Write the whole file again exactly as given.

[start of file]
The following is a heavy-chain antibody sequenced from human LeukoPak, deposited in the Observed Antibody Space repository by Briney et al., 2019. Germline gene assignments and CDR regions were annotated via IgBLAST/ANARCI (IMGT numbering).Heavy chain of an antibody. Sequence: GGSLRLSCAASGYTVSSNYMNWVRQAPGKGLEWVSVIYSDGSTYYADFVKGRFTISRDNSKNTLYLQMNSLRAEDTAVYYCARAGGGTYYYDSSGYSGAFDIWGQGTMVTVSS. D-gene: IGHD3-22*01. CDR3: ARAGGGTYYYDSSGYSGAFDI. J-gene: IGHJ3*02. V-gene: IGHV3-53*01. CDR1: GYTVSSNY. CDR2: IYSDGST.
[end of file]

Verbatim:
The following is a heavy-chain antibody sequenced from human LeukoPak, deposited in the Observed Antibody Space repository by Briney et al., 2019. Germline gene assignments and CDR regions were annotated via IgBLAST/ANARCI (IMGT numbering).Heavy chain of an antibody. Sequence: GGSLRLSCAASGYTVSSNYMNWVRQAPGKGLEWVSVIYSDGSTYYADFVKGRFTISRDNSKNTLYLQMNSLRAEDTAVYYCARAGGGTYYYDSSGYSGAFDIWGQGTMVTVSS. D-gene: IGHD3-22*01. CDR3: ARAGGGTYYYDSSGYSGAFDI. J-gene: IGHJ3*02. V-gene: IGHV3-53*01. CDR1: GYTVSSNY. CDR2: IYSDGST.